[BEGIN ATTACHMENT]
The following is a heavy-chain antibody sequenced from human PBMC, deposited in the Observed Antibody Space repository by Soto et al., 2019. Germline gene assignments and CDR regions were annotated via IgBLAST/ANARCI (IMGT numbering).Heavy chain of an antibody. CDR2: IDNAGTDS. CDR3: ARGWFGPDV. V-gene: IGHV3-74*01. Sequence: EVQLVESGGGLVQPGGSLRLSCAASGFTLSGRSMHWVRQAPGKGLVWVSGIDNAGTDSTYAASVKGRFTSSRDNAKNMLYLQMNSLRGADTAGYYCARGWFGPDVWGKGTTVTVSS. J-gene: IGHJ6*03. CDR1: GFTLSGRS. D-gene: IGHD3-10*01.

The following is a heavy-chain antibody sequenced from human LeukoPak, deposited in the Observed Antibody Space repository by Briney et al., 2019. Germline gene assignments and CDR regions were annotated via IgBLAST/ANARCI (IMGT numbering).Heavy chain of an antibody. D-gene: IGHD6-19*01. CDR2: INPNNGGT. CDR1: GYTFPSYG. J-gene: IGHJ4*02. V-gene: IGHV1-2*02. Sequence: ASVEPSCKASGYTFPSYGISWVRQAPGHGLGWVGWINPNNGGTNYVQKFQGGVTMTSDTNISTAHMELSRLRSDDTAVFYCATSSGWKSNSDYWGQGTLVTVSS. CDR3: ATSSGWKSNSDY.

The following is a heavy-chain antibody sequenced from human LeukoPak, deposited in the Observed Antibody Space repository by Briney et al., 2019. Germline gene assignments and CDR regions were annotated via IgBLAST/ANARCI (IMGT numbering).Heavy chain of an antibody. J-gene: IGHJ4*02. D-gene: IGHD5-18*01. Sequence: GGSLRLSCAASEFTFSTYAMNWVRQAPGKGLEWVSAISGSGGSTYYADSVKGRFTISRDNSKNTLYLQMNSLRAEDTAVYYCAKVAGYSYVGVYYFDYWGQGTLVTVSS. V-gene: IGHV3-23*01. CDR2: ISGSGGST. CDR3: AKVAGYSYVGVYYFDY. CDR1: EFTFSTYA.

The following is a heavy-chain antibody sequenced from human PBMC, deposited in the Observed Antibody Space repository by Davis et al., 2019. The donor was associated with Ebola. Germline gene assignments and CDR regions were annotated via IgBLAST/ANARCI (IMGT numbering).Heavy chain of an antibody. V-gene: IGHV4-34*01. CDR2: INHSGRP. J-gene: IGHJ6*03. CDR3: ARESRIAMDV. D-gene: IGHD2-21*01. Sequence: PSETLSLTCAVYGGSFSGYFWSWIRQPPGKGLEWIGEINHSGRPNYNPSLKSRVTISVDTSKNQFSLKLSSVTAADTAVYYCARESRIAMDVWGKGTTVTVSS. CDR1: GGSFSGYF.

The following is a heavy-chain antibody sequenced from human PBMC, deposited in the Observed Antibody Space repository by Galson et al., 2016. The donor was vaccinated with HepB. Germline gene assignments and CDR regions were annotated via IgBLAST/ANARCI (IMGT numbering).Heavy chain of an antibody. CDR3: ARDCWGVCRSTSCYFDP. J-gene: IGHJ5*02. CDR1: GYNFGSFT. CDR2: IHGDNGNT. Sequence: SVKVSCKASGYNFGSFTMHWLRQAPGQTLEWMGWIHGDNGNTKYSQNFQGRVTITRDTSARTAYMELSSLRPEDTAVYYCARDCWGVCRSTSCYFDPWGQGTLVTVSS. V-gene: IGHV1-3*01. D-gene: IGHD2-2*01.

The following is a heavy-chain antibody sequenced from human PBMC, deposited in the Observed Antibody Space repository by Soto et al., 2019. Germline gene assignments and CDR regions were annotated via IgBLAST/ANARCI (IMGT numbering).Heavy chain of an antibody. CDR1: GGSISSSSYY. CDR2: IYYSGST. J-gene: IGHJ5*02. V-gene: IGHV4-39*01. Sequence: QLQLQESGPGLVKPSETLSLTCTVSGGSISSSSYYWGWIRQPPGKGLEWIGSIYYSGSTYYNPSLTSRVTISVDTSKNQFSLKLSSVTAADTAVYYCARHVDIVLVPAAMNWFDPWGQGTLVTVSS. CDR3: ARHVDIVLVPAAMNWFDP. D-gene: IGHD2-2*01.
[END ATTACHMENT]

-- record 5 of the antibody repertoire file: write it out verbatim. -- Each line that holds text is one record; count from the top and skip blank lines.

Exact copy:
The following is a heavy-chain antibody sequenced from human PBMC, deposited in the Observed Antibody Space repository by Galson et al., 2016. The donor was vaccinated with HepB. Germline gene assignments and CDR regions were annotated via IgBLAST/ANARCI (IMGT numbering).Heavy chain of an antibody. CDR3: ARDCWGVCRSTSCYFDP. J-gene: IGHJ5*02. CDR1: GYNFGSFT. CDR2: IHGDNGNT. Sequence: SVKVSCKASGYNFGSFTMHWLRQAPGQTLEWMGWIHGDNGNTKYSQNFQGRVTITRDTSARTAYMELSSLRPEDTAVYYCARDCWGVCRSTSCYFDPWGQGTLVTVSS. V-gene: IGHV1-3*01. D-gene: IGHD2-2*01.